Tuesday, May 21, 2013

Film Review: The Great Gatsby (Baz Luhrmann) 2013

The Great Gatsby

Baz Luhrmann is a director that loves the spectacle of cinema.  From the visual, to the technical, to the audio – it is clear that Baz is a card-carrying cinephile that caught the bug early in his life.  His early postmodern classics Romeo & Juliet and Moulin Rouge were blockbuster events in the cinema calendar and are much loved, yet divisive films.  I have to admit that I am a fan, even of his pretentious perfume adverts.  He also has a healthy 4-5 year gap between his film releases, which to me signifies a craftsman at work.  The news that he was directing the Fitzgerald classic was instantly exciting to me… 
The narrative of the novel has been much discussed as a classic example of an unreliable narrator due to the voice being that of a secondary character and not Gatsby himself.  The film keeps this device and introduces us to Nick Carraway (Tobey Maguire), a New York bond trader who has recently moved to the nouveau riche area of Long Island.  He lives next door to the extravagant, yet reclusive J. Gatsby; a man that throws lavish parties but is rarely seen.  Nick gets invited to one of the parties, alongside his flamboyant cousin Daisy Buchanan who is married to the hyper-rich capitalist Tom.  Gatsby takes a liking to Nick and soon persuades him to reintroduce him to Daisy, thus beginning an affair that leads to a confrontation with each of the characters and the unwrapping of Gatsby’s enigmatic past (for more detail, read here).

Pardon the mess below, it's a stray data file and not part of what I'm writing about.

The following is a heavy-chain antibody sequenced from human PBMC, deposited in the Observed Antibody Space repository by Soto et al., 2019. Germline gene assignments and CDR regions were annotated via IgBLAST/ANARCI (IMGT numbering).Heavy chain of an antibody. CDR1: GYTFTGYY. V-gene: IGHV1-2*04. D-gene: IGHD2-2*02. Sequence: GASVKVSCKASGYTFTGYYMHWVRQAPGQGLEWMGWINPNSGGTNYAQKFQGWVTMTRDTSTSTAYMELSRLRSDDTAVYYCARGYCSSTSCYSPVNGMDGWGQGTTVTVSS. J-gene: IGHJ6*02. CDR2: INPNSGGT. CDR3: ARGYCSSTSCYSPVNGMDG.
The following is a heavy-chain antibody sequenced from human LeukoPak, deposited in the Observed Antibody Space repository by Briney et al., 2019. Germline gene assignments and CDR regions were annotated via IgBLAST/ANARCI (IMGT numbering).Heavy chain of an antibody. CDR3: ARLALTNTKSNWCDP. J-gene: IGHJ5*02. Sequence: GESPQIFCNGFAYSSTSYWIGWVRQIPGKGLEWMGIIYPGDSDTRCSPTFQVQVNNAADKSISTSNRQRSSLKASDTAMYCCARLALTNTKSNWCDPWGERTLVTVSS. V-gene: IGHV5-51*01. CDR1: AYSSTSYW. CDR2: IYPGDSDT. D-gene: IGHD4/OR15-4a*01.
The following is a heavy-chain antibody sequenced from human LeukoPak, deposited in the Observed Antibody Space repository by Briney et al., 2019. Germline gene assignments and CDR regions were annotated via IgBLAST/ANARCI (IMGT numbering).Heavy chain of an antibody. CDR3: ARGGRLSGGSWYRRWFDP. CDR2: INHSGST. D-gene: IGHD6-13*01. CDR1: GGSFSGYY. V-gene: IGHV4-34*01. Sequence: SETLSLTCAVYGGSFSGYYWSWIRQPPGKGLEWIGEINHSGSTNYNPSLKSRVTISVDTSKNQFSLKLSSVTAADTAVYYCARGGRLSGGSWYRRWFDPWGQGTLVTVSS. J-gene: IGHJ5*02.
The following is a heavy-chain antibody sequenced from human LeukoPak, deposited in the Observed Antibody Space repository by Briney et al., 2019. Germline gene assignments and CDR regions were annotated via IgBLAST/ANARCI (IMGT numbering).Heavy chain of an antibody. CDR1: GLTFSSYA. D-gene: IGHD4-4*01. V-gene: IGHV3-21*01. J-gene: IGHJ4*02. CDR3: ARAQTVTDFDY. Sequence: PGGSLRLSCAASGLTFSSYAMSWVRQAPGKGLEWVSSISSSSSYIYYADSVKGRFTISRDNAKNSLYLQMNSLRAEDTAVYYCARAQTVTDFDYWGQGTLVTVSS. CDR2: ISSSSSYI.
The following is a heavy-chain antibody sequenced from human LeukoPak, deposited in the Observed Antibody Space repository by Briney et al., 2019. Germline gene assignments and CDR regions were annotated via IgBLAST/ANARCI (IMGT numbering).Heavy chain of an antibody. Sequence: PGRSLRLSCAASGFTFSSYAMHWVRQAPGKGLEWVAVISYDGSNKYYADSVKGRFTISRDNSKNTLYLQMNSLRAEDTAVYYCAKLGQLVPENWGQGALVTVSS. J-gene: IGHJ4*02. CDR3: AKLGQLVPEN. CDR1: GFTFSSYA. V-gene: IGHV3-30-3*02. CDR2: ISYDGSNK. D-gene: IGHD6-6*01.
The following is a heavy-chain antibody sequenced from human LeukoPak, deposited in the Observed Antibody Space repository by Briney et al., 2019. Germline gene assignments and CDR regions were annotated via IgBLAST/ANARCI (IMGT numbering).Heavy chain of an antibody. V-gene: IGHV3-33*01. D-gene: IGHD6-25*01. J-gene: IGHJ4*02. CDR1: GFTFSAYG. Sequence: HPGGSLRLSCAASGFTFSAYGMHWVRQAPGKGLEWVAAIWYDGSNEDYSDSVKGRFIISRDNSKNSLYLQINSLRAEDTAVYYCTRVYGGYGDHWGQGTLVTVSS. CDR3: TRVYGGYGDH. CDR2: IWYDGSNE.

Wednesday, May 8, 2013

Film Review: I'm So Excited (Pedro Almodovar) 2013

I'm So Excited

For his latest gay outing, Almodovar has managed to combine the two elements of his work that I have always been so satisfied with, sexuality and politics, and created a fun, yet intelligent future cult-classic.

The story is almost entirely set within a plane that is flying aimlessly above Spain with a broken landing gear.  The stars of the film are the cabin crew and business class guests, all of which have secrets that will eventually come out.  Due to the trouble with the flight, the crew has drugged the economy class passengers and is left to entertain the quirky bourgeois flyers in the front.  This set up allows for the action to unfold like a play, which descends into drugs, drink and sex in order to kill time as they wait to hear what is to be of their fate from the traffic control below…

Google Doodle for Saul Bass

Whatever people think about Google's business ethics and recent financial hiccups, no-one can deny their visuals aesthetics.  Their slick frontpage has become iconic and synonymous with the web worldwide.  A fairly recent nice touch has been the addition of the 'google doodle', a mini graphic or interactive element that celebrates a moment in history.

Today is a celebration of the legendary graphic designer Saul Bass.  Enjoy...